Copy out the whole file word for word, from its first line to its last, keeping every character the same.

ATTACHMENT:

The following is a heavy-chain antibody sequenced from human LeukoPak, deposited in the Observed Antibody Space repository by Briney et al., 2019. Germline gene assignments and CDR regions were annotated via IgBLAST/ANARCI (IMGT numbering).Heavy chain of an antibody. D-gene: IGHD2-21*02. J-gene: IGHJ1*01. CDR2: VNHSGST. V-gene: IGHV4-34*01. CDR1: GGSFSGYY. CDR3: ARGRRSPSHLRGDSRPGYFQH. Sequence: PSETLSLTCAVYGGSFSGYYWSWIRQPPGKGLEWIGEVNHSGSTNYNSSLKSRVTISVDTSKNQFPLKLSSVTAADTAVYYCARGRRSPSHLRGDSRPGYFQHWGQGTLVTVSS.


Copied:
The following is a heavy-chain antibody sequenced from human LeukoPak, deposited in the Observed Antibody Space repository by Briney et al., 2019. Germline gene assignments and CDR regions were annotated via IgBLAST/ANARCI (IMGT numbering).Heavy chain of an antibody. D-gene: IGHD2-21*02. J-gene: IGHJ1*01. CDR2: VNHSGST. V-gene: IGHV4-34*01. CDR1: GGSFSGYY. CDR3: ARGRRSPSHLRGDSRPGYFQH. Sequence: PSETLSLTCAVYGGSFSGYYWSWIRQPPGKGLEWIGEVNHSGSTNYNSSLKSRVTISVDTSKNQFPLKLSSVTAADTAVYYCARGRRSPSHLRGDSRPGYFQHWGQGTLVTVSS.